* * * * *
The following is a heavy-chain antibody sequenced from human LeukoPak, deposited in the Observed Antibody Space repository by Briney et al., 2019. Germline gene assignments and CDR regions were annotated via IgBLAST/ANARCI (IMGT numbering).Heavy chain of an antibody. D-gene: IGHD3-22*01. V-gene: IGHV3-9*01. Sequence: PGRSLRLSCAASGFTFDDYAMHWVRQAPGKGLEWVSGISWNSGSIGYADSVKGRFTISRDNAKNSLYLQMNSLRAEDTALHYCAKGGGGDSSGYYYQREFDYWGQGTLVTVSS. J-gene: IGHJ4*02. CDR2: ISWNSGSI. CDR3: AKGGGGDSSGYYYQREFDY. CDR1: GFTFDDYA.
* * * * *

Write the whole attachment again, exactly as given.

The following is a heavy-chain antibody sequenced from human LeukoPak, deposited in the Observed Antibody Space repository by Briney et al., 2019. Germline gene assignments and CDR regions were annotated via IgBLAST/ANARCI (IMGT numbering).Heavy chain of an antibody. D-gene: IGHD3-22*01. V-gene: IGHV3-9*01. Sequence: PGRSLRLSCAASGFTFDDYAMHWVRQAPGKGLEWVSGISWNSGSIGYADSVKGRFTISRDNAKNSLYLQMNSLRAEDTALHYCAKGGGGDSSGYYYQREFDYWGQGTLVTVSS. J-gene: IGHJ4*02. CDR2: ISWNSGSI. CDR3: AKGGGGDSSGYYYQREFDY. CDR1: GFTFDDYA.